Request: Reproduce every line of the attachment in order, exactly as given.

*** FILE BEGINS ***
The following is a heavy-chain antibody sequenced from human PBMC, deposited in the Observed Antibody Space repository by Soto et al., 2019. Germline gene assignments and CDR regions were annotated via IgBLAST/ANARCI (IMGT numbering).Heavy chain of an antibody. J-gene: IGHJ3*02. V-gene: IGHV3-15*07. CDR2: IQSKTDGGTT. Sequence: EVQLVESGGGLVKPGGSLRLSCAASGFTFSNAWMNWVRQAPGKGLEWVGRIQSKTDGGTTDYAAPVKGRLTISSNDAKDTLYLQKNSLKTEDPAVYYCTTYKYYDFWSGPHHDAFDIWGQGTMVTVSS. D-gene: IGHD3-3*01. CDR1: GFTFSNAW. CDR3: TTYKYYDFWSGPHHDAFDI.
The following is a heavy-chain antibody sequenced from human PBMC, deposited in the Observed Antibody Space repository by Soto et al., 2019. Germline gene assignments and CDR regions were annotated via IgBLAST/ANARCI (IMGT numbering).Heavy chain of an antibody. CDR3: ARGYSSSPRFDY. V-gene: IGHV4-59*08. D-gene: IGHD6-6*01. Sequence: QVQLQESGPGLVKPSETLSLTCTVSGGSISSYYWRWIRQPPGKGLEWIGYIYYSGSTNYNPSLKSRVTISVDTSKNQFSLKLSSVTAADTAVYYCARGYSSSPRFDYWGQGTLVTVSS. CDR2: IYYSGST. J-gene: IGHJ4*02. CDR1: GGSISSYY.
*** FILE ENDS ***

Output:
The following is a heavy-chain antibody sequenced from human PBMC, deposited in the Observed Antibody Space repository by Soto et al., 2019. Germline gene assignments and CDR regions were annotated via IgBLAST/ANARCI (IMGT numbering).Heavy chain of an antibody. J-gene: IGHJ3*02. V-gene: IGHV3-15*07. CDR2: IQSKTDGGTT. Sequence: EVQLVESGGGLVKPGGSLRLSCAASGFTFSNAWMNWVRQAPGKGLEWVGRIQSKTDGGTTDYAAPVKGRLTISSNDAKDTLYLQKNSLKTEDPAVYYCTTYKYYDFWSGPHHDAFDIWGQGTMVTVSS. D-gene: IGHD3-3*01. CDR1: GFTFSNAW. CDR3: TTYKYYDFWSGPHHDAFDI.
The following is a heavy-chain antibody sequenced from human PBMC, deposited in the Observed Antibody Space repository by Soto et al., 2019. Germline gene assignments and CDR regions were annotated via IgBLAST/ANARCI (IMGT numbering).Heavy chain of an antibody. CDR3: ARGYSSSPRFDY. V-gene: IGHV4-59*08. D-gene: IGHD6-6*01. Sequence: QVQLQESGPGLVKPSETLSLTCTVSGGSISSYYWRWIRQPPGKGLEWIGYIYYSGSTNYNPSLKSRVTISVDTSKNQFSLKLSSVTAADTAVYYCARGYSSSPRFDYWGQGTLVTVSS. CDR2: IYYSGST. J-gene: IGHJ4*02. CDR1: GGSISSYY.